Prostanthera lasianthos ; foliis lanceolatis serratis, pani- 
culis axillaribus terminalibusque, corollis hispidis. 
Labill. Nov. Holl. 2. p. 18. t. 157. 

Descr. A tallish shrub : branches opposite, square. 
Leaves petioled, lanceolate, dentate -serrate, dark green 
jj 1 the upper, glaucous and dotted on the under surface. 
Panicles of flowers terminal and axillary. Bractes subu- 
late, minute. Pedicels shorter than calyx. Calyx bila- 
biate : lips undivided persistent, closing when in fruit. 
yor. bilabiate : upper-lip shorter, vaulted, emarginate : 
lower-lip 3-cleft ; the intermediate segment longest, two- 
'obed, with the lobes divaricate. Faux somewhat dilated, 
Marked within with blood-red spots. Stamens four, didy- 
fiamous, inserted by pairs within the faux : anthers purple 
jocular, both lobes bearded at the base with a pencil of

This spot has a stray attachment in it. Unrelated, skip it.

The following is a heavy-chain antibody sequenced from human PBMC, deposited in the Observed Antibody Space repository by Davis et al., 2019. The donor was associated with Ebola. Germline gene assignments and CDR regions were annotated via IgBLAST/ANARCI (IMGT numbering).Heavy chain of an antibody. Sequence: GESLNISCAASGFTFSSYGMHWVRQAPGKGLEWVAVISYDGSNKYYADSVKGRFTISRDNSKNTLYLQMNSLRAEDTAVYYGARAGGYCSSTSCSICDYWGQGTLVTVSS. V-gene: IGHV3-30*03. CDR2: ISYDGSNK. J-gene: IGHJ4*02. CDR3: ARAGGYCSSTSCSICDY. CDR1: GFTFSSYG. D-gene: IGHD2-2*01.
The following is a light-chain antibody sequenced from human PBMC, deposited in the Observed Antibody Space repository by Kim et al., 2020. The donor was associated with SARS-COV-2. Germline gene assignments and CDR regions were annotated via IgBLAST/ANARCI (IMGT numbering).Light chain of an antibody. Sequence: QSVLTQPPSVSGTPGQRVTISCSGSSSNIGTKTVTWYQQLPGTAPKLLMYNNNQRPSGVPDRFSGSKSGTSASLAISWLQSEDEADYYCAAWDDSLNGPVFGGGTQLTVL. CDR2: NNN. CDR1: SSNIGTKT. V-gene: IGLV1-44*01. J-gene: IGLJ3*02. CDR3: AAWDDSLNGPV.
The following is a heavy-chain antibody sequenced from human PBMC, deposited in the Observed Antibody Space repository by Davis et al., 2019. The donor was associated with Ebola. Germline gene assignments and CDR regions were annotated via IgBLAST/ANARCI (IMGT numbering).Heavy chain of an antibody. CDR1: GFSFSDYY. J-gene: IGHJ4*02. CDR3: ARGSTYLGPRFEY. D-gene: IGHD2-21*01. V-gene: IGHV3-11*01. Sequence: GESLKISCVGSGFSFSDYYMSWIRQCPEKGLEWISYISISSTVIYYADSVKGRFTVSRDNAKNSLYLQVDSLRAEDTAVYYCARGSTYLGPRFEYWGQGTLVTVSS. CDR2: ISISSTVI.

hairs, one of them terminating in a spur, with a bristly 


point, more than twice the length of the anther. Germens 
four, orbicular : Style ascending with bifid stigma. 

Of this genus belonging to the natural order of Labiatce, 
Mr. Brown has recorded in his Prodromus thirteen species! 

Native of New South Wales and Van Diemen's island. 
Flowers in June and July. Requires the protection of the 

We were favoured with the specimen of this beautiful 
shrub, from which our drawing was taken, by our friend 
Edward Gray, Esq. in June last, when it flowered for the 
first time after having been in his fine conservatory about 
seven years.